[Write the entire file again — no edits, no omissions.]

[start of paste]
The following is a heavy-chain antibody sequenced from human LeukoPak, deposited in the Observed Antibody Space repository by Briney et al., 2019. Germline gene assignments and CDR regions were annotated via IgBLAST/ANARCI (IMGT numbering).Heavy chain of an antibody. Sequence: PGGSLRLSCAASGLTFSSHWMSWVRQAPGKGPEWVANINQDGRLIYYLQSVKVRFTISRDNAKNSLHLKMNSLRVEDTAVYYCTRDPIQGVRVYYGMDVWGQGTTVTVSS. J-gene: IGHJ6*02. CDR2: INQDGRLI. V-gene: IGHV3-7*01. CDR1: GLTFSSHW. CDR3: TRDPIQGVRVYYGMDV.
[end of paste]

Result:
The following is a heavy-chain antibody sequenced from human LeukoPak, deposited in the Observed Antibody Space repository by Briney et al., 2019. Germline gene assignments and CDR regions were annotated via IgBLAST/ANARCI (IMGT numbering).Heavy chain of an antibody. Sequence: PGGSLRLSCAASGLTFSSHWMSWVRQAPGKGPEWVANINQDGRLIYYLQSVKVRFTISRDNAKNSLHLKMNSLRVEDTAVYYCTRDPIQGVRVYYGMDVWGQGTTVTVSS. J-gene: IGHJ6*02. CDR2: INQDGRLI. V-gene: IGHV3-7*01. CDR1: GLTFSSHW. CDR3: TRDPIQGVRVYYGMDV.